The web 2.0 has just hardly shown us its potential that we are beginning to think about it’s next iteration: web 3.0.
Is this mysterious web 3.0 a reality? No, not at all. Is it timely to talk about it right now? Yes, because foundations of a new era of online services are being shaped.
To have a sharper understanding of the stakes of this (hypothetical) web 3.0, it is important to look at ancient models, to compare them with actual models (web 2.0 oriented) and to anticipate a near future.
The first version of the modern web, the one corresponding to the end of the 90′s (I am disregarding the laborious beginning of the web),is basically based upon an integrated experience from beginning to end by big actors.
If we take the example of choosing and buying a cultural product (a book or a CD), one of the most complex online experience, we can see that actors like Amazon are present on every link of the value chain:
If we now look at power users, they have access to a much wider array of online information sources and merchant services. Those stands as new links which substitute for older ones in the value chain:
We are now observing major shifts in the user experience:
If we anticipate growing innovating services, we can again identify new links for the value chain which is no longer limited to the web:
Users’ buying experience will be more immersive but also extended outside of web browsers:
A recent article published in the NY Times (Entrepreneurs See a Web Guided by Common Sense) describes web 3.0 as the semantic web. It’s an interesting vision, but let me remind you that semantic languages like RDF are being in use for years. Many other initiatives have been developed to structure data and information: syndication with RSS, forms with XForms, financial reports with XBRL, digital identity with FOAF, microformats…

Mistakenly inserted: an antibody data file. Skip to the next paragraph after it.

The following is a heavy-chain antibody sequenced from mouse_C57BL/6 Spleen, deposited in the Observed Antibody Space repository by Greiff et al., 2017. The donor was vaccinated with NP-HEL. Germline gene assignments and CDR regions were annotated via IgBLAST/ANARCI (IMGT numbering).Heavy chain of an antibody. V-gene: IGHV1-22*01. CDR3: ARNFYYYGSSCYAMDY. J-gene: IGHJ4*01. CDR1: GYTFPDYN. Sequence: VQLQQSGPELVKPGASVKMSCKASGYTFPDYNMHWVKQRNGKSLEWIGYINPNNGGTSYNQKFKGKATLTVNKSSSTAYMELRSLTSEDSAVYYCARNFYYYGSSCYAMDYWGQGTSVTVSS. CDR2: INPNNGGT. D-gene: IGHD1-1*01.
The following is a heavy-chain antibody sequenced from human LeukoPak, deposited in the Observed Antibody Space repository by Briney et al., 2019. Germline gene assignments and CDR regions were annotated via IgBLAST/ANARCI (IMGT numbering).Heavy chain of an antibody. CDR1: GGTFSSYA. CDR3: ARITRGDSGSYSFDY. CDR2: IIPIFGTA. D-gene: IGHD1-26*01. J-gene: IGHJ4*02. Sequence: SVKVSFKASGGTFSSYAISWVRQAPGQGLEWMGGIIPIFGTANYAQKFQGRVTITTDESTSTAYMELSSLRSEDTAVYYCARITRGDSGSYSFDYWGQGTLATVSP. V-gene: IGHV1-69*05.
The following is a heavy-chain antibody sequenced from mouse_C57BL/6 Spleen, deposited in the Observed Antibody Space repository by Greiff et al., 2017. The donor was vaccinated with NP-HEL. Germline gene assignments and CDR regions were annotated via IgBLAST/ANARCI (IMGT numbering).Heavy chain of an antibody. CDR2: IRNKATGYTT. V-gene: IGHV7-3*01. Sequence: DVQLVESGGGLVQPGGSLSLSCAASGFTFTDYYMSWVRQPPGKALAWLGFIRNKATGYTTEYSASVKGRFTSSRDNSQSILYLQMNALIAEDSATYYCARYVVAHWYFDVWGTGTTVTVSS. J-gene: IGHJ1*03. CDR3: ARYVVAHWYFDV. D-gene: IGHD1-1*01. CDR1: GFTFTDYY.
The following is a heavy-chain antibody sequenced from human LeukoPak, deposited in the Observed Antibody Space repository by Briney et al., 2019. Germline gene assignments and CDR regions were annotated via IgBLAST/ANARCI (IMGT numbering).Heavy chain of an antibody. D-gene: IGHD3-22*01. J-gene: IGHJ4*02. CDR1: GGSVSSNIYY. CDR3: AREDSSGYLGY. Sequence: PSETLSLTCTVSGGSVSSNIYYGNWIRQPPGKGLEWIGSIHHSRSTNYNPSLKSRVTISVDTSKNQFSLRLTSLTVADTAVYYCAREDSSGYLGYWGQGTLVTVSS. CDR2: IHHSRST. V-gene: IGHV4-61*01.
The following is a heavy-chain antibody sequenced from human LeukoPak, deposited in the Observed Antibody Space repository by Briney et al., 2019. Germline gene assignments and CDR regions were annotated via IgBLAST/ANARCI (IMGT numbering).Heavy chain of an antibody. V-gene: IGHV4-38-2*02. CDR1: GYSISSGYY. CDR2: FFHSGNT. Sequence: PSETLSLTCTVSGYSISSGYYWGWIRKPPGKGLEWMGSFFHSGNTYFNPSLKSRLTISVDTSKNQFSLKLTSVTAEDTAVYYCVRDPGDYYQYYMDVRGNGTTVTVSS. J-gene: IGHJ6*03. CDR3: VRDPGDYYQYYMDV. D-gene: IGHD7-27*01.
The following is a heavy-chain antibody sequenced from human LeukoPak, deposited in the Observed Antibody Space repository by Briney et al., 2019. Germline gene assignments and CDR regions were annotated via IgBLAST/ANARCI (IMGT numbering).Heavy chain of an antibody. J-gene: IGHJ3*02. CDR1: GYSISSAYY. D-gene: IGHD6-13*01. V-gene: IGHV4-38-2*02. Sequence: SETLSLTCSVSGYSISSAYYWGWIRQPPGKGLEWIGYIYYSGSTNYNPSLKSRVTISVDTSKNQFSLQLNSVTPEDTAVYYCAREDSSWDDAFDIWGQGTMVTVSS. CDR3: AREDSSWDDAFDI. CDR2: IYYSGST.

Adding an operational semantic layer to the web is a huge work, which will require years (decades?), furthermore this work could be slow down with recent progress made by search engines and databases which can enable similar usage as those described in the article.
To conclude with this semantic issue, let me precise that semantic layers are especially relevant to softwares and systems, which means semantic technologies doesn’t appeal to end users (the ones which are responsible for the web 2.0 revolution).
For the moment, it is too early to make a sharp prediction, all the more since my comparison is limited to the web’s merchant side, which is far from reflecting is richness. For printing purpose, you can find a bigger overhaul schema here: Web 3.0.
But what is certain, is the fact that we will progressively migrate a part of our usage from online services to connected applications (thanks to RDA or widgets) or mobile devices. Likewise, digital identity management will take a far more bigger importance.
Thus, behaviours regarding online information or services will shift from web (HTML pages) to internet (connected applications). So it is wiser to talk about
internet 3.0 than